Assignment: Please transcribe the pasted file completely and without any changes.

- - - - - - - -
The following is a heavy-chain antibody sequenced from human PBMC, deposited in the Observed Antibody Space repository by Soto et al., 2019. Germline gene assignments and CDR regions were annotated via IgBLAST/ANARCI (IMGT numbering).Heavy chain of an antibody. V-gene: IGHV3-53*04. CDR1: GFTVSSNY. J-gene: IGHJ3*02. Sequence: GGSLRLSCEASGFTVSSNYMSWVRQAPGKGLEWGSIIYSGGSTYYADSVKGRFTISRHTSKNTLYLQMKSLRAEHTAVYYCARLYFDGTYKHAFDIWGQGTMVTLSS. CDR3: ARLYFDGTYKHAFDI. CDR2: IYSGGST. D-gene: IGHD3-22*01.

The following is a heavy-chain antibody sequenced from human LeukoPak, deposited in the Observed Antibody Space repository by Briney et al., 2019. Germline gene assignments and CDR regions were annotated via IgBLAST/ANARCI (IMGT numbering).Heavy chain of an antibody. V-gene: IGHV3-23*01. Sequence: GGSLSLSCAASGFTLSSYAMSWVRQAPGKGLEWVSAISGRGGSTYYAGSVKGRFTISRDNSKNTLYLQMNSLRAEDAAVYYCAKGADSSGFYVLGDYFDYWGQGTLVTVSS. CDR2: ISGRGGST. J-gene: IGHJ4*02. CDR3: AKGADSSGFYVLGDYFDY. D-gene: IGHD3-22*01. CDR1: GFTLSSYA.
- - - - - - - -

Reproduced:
The following is a heavy-chain antibody sequenced from human PBMC, deposited in the Observed Antibody Space repository by Soto et al., 2019. Germline gene assignments and CDR regions were annotated via IgBLAST/ANARCI (IMGT numbering).Heavy chain of an antibody. V-gene: IGHV3-53*04. CDR1: GFTVSSNY. J-gene: IGHJ3*02. Sequence: GGSLRLSCEASGFTVSSNYMSWVRQAPGKGLEWGSIIYSGGSTYYADSVKGRFTISRHTSKNTLYLQMKSLRAEHTAVYYCARLYFDGTYKHAFDIWGQGTMVTLSS. CDR3: ARLYFDGTYKHAFDI. CDR2: IYSGGST. D-gene: IGHD3-22*01.

The following is a heavy-chain antibody sequenced from human LeukoPak, deposited in the Observed Antibody Space repository by Briney et al., 2019. Germline gene assignments and CDR regions were annotated via IgBLAST/ANARCI (IMGT numbering).Heavy chain of an antibody. V-gene: IGHV3-23*01. Sequence: GGSLSLSCAASGFTLSSYAMSWVRQAPGKGLEWVSAISGRGGSTYYAGSVKGRFTISRDNSKNTLYLQMNSLRAEDAAVYYCAKGADSSGFYVLGDYFDYWGQGTLVTVSS. CDR2: ISGRGGST. J-gene: IGHJ4*02. CDR3: AKGADSSGFYVLGDYFDY. D-gene: IGHD3-22*01. CDR1: GFTLSSYA.